In your 2000 book American Rhapsody, you were very critical of President Clinton, whose election you once viewed as the triumph of your generation. Have your views of him changed?

My problem with Clinton is that he lied to the American people. He looked us in the eye and lied. That's the ballgame. I don't care what they try to say he did, and how [good] the economy was. What he did violates the ultimate basic faith we have in the President of the United States. There's no getting around that.

Your last picture, in 2006, was Children of Glory, about the 1956 Melbourne Olympics water polo match where the Hungarians defeated the Soviets in the semi-finals. How did that script come about?

Andy Vajna, who produced the Terminator movies, came to me and asked, "Do you have an interest in writing about the Hungarian Revolution?" I told him that I was a 12-year-old boy in Cleveland when Hungarians rose up against the Russian tanks with sticks, stones, bottles, and Molotov cocktails. They actually drove the Russians out of the country.

And for a brief time, Hungary was free.

Yes. I was with my family, listening to Radio Free Europe. We were hugging each other and my parents were saying, "The country's free, we're going home!" I had some issues with going back because I was thinking, What about Elvis, the Cleveland Indians, and all the stuff that I love here? Well, as it turned out, we didn't go because there was a bloodbath. The Russians came back in, and totally blew Budapest to smithereens.

And then the Hungarians beat them in the Olympics.

Yes. It was a big upset. Sports Illustrated said there was more blood in that pool than water at the end of the game. This tiny little victory served as a kind of puny revenge for the horror that had taken place at Budapest two weeks earlier.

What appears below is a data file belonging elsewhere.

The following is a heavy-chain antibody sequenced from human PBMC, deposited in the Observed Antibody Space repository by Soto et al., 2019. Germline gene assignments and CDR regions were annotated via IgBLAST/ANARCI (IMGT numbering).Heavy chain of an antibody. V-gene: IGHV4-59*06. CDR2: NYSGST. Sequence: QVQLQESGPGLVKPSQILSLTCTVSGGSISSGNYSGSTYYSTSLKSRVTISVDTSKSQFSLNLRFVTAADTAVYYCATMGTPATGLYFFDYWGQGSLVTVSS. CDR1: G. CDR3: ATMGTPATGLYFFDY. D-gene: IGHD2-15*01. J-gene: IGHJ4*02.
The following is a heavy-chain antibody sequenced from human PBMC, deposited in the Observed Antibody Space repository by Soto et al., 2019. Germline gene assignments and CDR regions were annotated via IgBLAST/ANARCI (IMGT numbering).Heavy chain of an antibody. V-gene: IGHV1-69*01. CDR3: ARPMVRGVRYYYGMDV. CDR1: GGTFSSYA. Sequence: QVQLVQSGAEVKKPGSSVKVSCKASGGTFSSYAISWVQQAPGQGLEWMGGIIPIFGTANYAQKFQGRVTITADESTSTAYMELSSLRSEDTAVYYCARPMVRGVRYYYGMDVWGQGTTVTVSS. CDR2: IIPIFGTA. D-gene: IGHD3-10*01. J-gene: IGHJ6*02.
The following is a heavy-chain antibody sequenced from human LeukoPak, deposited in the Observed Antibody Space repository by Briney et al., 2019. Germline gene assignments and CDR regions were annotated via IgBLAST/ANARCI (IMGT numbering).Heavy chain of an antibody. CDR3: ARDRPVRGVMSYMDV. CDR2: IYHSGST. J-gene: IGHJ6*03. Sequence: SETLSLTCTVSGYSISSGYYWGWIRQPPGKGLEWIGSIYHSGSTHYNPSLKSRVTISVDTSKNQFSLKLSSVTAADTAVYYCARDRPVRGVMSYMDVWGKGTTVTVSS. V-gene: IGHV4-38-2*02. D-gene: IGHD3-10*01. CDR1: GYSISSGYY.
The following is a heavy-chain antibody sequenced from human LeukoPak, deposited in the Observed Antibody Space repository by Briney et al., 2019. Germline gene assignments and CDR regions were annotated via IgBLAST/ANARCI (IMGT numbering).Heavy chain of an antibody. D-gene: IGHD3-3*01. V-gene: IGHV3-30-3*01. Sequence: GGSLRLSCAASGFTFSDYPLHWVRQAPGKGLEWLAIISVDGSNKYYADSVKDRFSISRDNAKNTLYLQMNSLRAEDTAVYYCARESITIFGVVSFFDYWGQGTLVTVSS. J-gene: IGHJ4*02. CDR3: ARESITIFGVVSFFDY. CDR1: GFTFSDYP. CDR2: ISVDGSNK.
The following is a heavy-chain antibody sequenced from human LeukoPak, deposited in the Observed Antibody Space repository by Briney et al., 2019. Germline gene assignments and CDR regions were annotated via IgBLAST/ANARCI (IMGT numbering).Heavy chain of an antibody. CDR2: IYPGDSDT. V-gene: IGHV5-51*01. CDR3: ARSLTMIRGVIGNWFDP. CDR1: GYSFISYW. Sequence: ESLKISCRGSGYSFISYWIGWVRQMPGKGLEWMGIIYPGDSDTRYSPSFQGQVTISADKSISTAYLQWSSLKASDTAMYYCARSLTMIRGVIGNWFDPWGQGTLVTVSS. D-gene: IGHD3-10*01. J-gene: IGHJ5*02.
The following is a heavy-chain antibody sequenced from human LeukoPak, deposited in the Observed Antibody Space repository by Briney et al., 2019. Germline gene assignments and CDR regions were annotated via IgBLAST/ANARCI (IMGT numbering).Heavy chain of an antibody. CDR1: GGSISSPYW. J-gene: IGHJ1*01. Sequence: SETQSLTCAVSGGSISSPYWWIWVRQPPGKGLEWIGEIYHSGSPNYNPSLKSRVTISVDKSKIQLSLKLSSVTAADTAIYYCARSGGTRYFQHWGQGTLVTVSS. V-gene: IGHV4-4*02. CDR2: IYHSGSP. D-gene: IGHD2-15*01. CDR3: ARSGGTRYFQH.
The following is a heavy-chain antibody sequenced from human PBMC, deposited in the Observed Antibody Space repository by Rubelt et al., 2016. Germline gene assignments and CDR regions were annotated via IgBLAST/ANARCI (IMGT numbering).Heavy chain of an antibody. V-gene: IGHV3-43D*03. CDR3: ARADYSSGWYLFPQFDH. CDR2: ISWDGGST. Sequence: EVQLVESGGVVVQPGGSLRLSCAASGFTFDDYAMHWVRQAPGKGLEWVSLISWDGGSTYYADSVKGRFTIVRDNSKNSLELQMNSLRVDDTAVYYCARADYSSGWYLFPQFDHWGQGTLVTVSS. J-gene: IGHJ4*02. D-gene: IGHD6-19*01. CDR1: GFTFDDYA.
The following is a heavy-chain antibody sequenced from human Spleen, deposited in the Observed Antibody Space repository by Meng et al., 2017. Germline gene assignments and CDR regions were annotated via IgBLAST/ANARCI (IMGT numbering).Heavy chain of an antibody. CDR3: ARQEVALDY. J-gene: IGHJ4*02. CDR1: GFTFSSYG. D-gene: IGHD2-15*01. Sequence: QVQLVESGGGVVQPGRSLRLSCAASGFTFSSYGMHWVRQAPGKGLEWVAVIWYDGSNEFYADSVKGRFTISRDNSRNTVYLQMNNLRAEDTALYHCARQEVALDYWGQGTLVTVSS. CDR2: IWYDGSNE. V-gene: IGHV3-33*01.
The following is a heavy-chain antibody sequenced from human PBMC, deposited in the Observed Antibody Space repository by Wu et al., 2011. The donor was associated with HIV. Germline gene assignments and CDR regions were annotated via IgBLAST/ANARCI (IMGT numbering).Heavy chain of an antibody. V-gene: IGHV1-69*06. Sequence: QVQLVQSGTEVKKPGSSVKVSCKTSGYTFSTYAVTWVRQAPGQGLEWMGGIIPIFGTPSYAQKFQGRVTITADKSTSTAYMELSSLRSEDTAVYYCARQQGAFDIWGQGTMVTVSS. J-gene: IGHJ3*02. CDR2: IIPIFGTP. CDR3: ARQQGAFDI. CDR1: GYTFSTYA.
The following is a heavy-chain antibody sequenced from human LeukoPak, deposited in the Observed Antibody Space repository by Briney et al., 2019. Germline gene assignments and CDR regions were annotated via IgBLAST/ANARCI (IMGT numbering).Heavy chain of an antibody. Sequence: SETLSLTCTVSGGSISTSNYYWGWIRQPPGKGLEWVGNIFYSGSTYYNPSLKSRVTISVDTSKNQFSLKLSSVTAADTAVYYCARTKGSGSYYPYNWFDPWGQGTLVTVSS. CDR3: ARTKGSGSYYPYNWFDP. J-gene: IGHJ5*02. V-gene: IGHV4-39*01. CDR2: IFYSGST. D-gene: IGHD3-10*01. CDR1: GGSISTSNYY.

What was your process for writing that script?

I hadn't written anything in quite awhile because of my illness. I had stopped drinking and smoking and was going through my own inner turmoil. But this subject was close to my heart and I wanted to do it. I went to Hungary, interviewed the people who were involved in the Revolution and were on the water polo team, and then came back and wrote it. Andy liked the script, and filmed it with a young director named Krisztina Goda. It stars Hungary's best actress, Kata Dobo. It's a sprawling historical piece that really works. I think it's the definitive cinematic account of what happened in the Hungarian Revolution.

You've been raising your children in Ohio for several years now. Has the change from L.A. really affected your children?

Yes. The school bus comes right up to the driveway here. When the kids have show-and-tell at school, they take an owl's nest. In L.A., when Joey's kindergarten had show-and-tell, Jim Cameron's son brought in his dad's Oscar statuette. Joey came home and said, "Dad, where's your Oscar?" That really pissed me off. [laughs] Maybe that's the real reason I left California.

John Meroney is completing a book, Rehearsals for a Lead Role: Ronald Reagan in The Hollywood Wars.
Sean Coons is a writer in Los Angeles.